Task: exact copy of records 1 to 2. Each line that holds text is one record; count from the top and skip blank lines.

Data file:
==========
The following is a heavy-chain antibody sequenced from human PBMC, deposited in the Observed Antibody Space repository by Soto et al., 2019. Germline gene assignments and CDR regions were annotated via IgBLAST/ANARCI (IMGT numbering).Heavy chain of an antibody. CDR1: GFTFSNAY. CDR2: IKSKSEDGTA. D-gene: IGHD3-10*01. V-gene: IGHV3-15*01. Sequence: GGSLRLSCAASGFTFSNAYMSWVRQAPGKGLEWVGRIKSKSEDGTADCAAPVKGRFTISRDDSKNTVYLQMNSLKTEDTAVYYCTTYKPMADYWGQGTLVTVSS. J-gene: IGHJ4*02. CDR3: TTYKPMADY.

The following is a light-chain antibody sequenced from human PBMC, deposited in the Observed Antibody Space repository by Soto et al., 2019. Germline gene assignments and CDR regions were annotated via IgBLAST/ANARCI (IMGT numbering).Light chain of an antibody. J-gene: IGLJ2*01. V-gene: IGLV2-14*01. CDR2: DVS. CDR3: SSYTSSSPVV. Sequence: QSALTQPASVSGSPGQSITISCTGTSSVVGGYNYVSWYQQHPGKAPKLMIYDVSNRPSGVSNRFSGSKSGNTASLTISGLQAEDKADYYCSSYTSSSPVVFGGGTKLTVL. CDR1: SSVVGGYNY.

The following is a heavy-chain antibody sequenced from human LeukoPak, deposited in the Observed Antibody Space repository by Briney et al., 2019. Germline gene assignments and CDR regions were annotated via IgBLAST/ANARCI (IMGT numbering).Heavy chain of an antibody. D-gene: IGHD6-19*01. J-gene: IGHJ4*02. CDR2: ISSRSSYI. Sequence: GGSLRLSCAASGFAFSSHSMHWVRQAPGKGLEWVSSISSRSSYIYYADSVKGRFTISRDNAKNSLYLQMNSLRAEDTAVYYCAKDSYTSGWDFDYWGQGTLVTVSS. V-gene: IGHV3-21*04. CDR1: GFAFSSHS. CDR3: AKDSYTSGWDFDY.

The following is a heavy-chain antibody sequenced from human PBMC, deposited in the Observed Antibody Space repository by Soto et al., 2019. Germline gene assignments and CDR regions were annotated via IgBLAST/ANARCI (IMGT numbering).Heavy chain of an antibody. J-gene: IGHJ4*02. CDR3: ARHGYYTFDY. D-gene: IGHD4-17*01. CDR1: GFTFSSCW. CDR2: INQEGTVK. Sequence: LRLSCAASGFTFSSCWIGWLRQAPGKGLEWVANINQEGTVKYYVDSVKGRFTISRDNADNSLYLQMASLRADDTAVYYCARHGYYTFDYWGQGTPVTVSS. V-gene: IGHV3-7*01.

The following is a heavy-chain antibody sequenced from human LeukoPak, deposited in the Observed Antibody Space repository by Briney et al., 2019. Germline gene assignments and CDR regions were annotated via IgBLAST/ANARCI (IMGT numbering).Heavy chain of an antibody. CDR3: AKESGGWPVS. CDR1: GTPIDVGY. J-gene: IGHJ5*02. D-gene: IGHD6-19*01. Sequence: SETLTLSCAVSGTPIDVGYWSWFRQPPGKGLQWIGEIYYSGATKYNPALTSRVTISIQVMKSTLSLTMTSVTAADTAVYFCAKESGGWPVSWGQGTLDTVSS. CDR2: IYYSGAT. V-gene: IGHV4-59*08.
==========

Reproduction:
The following is a heavy-chain antibody sequenced from human PBMC, deposited in the Observed Antibody Space repository by Soto et al., 2019. Germline gene assignments and CDR regions were annotated via IgBLAST/ANARCI (IMGT numbering).Heavy chain of an antibody. CDR1: GFTFSNAY. CDR2: IKSKSEDGTA. D-gene: IGHD3-10*01. V-gene: IGHV3-15*01. Sequence: GGSLRLSCAASGFTFSNAYMSWVRQAPGKGLEWVGRIKSKSEDGTADCAAPVKGRFTISRDDSKNTVYLQMNSLKTEDTAVYYCTTYKPMADYWGQGTLVTVSS. J-gene: IGHJ4*02. CDR3: TTYKPMADY.

The following is a light-chain antibody sequenced from human PBMC, deposited in the Observed Antibody Space repository by Soto et al., 2019. Germline gene assignments and CDR regions were annotated via IgBLAST/ANARCI (IMGT numbering).Light chain of an antibody. J-gene: IGLJ2*01. V-gene: IGLV2-14*01. CDR2: DVS. CDR3: SSYTSSSPVV. Sequence: QSALTQPASVSGSPGQSITISCTGTSSVVGGYNYVSWYQQHPGKAPKLMIYDVSNRPSGVSNRFSGSKSGNTASLTISGLQAEDKADYYCSSYTSSSPVVFGGGTKLTVL. CDR1: SSVVGGYNY.